astroengine (1577233) writes "A NASA-backed study explores an innovative way to dramatically cut the cost of a human expedition to Mars — put the crew in stasis. The deep sleep, called torpor, would reduce astronauts’ metabolic functions with existing medical procedures. Torpor also can occur naturally in cases of hypothermia. “Therapeutic torpor has been around in theory since the 1980s and really since 2003 has been a staple for critical care trauma patients in hospitals," aerospace engineer Mark Schaffer, with SpaceWorks Enterprises in Atlanta, said at the International Astronomical Congress in Toronto this week. "Protocols exist in most major medical centers for inducing therapeutic hypothermia on patients to essentially keep them alive until they can get the kind of treatment that they need.” Coupled with intravenous feeding, a crew could be put in hibernation for the transit time to Mars, which under the best-case scenario would take 180 days one-way."
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The 'Man in the Moon' was Created by Mega Volcano

astroengine astroengine writes  |  about 2 months ago

astroengine (1577233) writes "Whenever you look up at the near side of the moon, you see a face looking back at you. This is the “Man in the Moon” and it has inspired many questions about how it could have formed. There has been some debate as to how this vast feature — called Oceanus Procellarum, which measures around 1,800 miles wide — was created. But after using gravity data from NASA’s twin GRAIL spacecraft, researchers have found compelling evidence that it was formed in the wake of a mega volcanic eruption and not the location of a massive asteroid strike."
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Solar System's Water is Older Than the Sun

astroengine astroengine writes  |  about 2 months ago

astroengine (1577233) writes "Next time you’re swimming in the ocean, consider this: part of the water is older than the sun. So concludes a team of scientists who ran computer models comparing the ratios of hydrogen isotopes over time. Taking into account new insights that the solar nebula had less ionizing radiation than previously thought, the models show that at least some of the water found in the ocean, as well as in comets, meteorites and on the moon, predate the sun’s birth."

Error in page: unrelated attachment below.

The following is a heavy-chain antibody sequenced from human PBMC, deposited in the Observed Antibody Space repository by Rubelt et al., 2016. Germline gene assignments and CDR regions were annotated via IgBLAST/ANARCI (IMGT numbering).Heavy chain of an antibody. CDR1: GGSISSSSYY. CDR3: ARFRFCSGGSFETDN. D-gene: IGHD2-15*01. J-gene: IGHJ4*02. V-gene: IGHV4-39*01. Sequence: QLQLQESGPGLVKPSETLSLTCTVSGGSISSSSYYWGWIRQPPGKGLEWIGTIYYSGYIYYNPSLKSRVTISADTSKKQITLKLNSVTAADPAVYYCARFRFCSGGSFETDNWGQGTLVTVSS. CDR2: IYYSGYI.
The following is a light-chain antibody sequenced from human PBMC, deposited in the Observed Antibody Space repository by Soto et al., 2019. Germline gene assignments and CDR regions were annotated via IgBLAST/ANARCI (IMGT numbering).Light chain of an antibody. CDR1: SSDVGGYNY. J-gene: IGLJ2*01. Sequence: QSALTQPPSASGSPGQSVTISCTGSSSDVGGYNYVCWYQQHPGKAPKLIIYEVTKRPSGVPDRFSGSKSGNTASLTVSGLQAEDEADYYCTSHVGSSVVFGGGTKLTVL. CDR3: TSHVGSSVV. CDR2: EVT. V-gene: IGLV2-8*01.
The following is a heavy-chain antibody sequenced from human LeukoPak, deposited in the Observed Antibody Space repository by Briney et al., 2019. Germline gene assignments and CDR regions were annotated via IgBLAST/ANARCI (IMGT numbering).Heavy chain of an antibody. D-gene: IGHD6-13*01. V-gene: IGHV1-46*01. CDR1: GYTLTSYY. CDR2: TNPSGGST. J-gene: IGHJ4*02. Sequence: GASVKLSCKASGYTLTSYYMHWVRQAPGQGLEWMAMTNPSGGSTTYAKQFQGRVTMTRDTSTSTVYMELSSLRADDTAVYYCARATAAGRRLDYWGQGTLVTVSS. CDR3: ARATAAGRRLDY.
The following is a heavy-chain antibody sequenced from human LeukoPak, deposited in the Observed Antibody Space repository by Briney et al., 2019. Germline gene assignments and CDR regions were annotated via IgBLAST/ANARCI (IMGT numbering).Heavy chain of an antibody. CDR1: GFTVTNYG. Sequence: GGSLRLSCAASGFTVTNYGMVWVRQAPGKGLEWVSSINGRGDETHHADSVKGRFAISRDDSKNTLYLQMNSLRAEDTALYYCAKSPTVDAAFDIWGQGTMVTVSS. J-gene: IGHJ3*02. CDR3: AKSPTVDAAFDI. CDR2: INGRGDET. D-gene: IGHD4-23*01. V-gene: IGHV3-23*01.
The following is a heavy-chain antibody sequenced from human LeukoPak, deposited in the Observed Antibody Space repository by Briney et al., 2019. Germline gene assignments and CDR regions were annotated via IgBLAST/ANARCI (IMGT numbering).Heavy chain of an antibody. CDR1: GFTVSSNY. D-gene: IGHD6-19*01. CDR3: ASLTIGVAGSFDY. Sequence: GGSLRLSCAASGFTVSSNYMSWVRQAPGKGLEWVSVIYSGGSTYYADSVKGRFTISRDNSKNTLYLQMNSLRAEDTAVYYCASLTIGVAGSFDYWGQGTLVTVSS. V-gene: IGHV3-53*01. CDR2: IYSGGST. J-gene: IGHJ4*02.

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Curiosity Finds a Weird 'Ball' on Mars

astroengine astroengine writes  |  about 2 months ago

astroengine (1577233) writes "This recent photographic example of the Martian surface by NASA rover Curiosity's Mastcam camera was uploaded to the mission’s photo archive on sol 746 (Sept. 11). While compiling a mosaic of images of the surrounding landscape, the rover captured a rather un-Mars-like shape atop a rocky outcrop. There’s a perfect-looking sphere sitting proudly on a flat rock surface. It’s dusty, but under that dust it appears a little darker than the surrounding rock. At first glance it looks like an old cannonball or possibly a dirty golf ball. But knowing that Mars is somewhat lacking in the 16th Century battleship and golf cart departments, there was likely another answer. According to MSL scientists based at NASA’s Jet Propulsion Laboratory (JPL) in Pasadena, Calif., the ball isn’t as big as it looks — it’s approximately one centimeter wide. Their explanation is that it is most likely something known as a “concretion.” Other examples of concretions have been found on the Martian surface before — take, for example, the tiny haematite concretions, or “blueberries”, observed by Mars rover Opportunity in 2004 — and they were created during sedimentary rock formation when Mars was abundant in liquid water many millions of years ago."
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Indian Mars Mission Beams Back First Photographs

astroengine astroengine writes  |  about 2 months ago